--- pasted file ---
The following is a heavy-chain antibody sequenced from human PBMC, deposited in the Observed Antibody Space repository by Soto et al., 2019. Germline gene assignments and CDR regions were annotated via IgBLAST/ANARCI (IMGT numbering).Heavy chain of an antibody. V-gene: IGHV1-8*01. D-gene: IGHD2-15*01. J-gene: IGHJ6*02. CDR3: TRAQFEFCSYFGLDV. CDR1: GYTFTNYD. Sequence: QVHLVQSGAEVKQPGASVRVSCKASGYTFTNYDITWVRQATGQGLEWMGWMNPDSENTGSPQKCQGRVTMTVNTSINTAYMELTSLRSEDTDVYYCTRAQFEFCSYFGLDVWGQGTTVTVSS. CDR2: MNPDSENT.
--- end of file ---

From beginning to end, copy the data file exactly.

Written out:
The following is a heavy-chain antibody sequenced from human PBMC, deposited in the Observed Antibody Space repository by Soto et al., 2019. Germline gene assignments and CDR regions were annotated via IgBLAST/ANARCI (IMGT numbering).Heavy chain of an antibody. V-gene: IGHV1-8*01. D-gene: IGHD2-15*01. J-gene: IGHJ6*02. CDR3: TRAQFEFCSYFGLDV. CDR1: GYTFTNYD. Sequence: QVHLVQSGAEVKQPGASVRVSCKASGYTFTNYDITWVRQATGQGLEWMGWMNPDSENTGSPQKCQGRVTMTVNTSINTAYMELTSLRSEDTDVYYCTRAQFEFCSYFGLDVWGQGTTVTVSS. CDR2: MNPDSENT.